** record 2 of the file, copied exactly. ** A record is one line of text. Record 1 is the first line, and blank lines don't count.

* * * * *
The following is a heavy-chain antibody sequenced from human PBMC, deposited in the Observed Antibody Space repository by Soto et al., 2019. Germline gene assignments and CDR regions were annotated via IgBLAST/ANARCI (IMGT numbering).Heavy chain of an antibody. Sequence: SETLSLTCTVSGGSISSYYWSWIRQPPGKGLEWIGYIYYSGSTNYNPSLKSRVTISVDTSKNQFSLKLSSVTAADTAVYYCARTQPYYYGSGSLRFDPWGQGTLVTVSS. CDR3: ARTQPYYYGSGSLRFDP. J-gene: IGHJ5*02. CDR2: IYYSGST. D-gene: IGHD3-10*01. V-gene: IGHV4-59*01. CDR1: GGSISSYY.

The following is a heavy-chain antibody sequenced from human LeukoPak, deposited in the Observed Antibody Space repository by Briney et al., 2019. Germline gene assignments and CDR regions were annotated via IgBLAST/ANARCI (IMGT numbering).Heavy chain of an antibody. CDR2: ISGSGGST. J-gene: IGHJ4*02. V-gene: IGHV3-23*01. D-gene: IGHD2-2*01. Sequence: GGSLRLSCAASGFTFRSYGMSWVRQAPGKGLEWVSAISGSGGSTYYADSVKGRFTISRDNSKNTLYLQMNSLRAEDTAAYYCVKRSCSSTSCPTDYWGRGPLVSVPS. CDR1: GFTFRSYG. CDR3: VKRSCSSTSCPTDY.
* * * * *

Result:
The following is a heavy-chain antibody sequenced from human LeukoPak, deposited in the Observed Antibody Space repository by Briney et al., 2019. Germline gene assignments and CDR regions were annotated via IgBLAST/ANARCI (IMGT numbering).Heavy chain of an antibody. CDR2: ISGSGGST. J-gene: IGHJ4*02. V-gene: IGHV3-23*01. D-gene: IGHD2-2*01. Sequence: GGSLRLSCAASGFTFRSYGMSWVRQAPGKGLEWVSAISGSGGSTYYADSVKGRFTISRDNSKNTLYLQMNSLRAEDTAAYYCVKRSCSSTSCPTDYWGRGPLVSVPS. CDR1: GFTFRSYG. CDR3: VKRSCSSTSCPTDY.